* Introduction to MCH | MCH’s Accomplishments & MCH’s Special Accomplishments
* MCH's Accomplishments

MCH focuses on the needs of the aboriginal people and has implemented the newest technology and methods to serve the patients. It has educated the public in preventive medicine and other matters of community health. The hospital also utilizes new methodology, such as magnetic resonance imaging (MRI), CT scanning, the latest surgical techniques, instrumentation for measuring bone density, and other procedures. It sets the pace for providing health care in eastern Taiwan.

Social workers utilize their professional methodology to complement medical measures. They form groups to assist the patients in social, financial, and family matters. They deal with the mental health of the injured and disabled, and other issues concerned with their rehabilitation. The hospital has established funds for different illnesses to alleviate financial strain for patients with little economic means.

Holistic Care Department staff visit patients regularly, show their concern, offer reassurance and encourage the patients to overcome their physical ailment.

MCH has established healthcare stations in mountainous regions in order to provide healthcare for more aborigines, making medical resources available to a wider web of the aboriginal locales.

The Executive Yuan Department of Health has given MCH the rating of regional teaching hospital, enabling MCH to continue providing an environment for medical instruction and the training of interns and residents.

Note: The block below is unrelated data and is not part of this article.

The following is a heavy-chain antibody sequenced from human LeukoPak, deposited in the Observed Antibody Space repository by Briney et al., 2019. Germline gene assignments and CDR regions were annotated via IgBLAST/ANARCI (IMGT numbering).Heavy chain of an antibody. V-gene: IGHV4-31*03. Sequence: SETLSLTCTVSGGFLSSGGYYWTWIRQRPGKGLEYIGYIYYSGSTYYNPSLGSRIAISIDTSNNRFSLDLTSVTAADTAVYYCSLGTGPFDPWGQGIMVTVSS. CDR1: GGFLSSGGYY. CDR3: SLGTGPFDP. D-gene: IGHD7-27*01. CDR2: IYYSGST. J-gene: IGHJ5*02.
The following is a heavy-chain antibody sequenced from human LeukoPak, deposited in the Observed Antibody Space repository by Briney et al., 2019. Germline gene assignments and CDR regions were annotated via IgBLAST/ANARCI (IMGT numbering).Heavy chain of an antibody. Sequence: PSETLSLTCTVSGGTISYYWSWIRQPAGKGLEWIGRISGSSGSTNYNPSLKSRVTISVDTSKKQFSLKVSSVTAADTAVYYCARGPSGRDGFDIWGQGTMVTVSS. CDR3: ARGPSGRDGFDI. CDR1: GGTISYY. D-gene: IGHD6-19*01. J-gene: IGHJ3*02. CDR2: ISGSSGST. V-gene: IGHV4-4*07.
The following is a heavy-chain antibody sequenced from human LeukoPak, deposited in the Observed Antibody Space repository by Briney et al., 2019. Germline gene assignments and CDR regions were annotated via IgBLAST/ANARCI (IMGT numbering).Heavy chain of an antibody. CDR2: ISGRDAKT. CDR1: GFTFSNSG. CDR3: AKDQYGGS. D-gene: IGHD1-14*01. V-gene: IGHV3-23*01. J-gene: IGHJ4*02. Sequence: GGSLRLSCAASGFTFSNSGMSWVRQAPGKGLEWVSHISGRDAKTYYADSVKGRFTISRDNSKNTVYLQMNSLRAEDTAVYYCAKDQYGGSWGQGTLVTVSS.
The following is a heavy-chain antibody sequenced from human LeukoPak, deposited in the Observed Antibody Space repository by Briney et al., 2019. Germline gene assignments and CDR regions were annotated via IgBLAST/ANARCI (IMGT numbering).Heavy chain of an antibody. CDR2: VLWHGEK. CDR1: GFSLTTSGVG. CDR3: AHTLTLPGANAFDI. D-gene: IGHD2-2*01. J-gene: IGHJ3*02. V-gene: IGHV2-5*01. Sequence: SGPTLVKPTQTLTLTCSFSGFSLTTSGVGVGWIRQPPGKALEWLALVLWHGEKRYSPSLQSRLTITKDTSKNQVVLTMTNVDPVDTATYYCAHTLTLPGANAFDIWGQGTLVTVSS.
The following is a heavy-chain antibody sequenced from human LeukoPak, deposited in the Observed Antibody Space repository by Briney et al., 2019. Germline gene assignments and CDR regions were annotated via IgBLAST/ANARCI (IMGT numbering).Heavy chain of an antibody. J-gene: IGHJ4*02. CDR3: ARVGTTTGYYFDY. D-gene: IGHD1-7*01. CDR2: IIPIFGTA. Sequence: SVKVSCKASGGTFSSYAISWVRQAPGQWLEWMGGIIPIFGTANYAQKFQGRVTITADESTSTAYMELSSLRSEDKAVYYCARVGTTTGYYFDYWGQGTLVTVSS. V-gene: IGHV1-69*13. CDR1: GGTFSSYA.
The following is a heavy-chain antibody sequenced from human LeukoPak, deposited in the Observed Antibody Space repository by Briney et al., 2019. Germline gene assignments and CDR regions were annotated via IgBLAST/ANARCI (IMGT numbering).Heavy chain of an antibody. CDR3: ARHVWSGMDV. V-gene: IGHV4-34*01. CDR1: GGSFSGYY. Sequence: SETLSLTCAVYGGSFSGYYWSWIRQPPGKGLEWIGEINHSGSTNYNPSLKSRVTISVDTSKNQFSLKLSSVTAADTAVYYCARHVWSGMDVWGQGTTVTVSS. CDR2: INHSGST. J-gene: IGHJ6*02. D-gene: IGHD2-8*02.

* MCH's Special Accomplishments

In the early days, MCC set up clinics in areas including Hualien, Taitung, Chutung, and Pingtung. Since that time, MCH has actively engaged in mobile clinic work for over 50 years to the mountainous area of eastern Taiwan.

In 1953 MCH founded a Mennonite Nursing School which ultimately trained 200 local nurses, most of whom were local aboriginal girls.

In the 1950's dental hygiene was poor. With the help of Dr. Kunigaard Brunner, a German dentist from the Taiwan Deaconry Mission, MCC trained 20 aboriginal dentists who later went back to their respective aboriginal villages to perform first rate dental work.

Beginning in 1961, MCC set up "milk stations" in each aboriginal village to supplement the nutrition of the children. At one time some 11,000 children were each fed a cup of milk in the morning. These milk stations were in operation until the government established public health stations.

The concept of public health was not universal in Taiwan; thus, MCH established a public health department dedicated to aboriginal community development. In order to improve environmental sanitation, it sponsored and supervised the construction of sewage canals and public restrooms. It continues to educate the public widely on health concerns such as tuberculosis, parasitic infections, and family planning.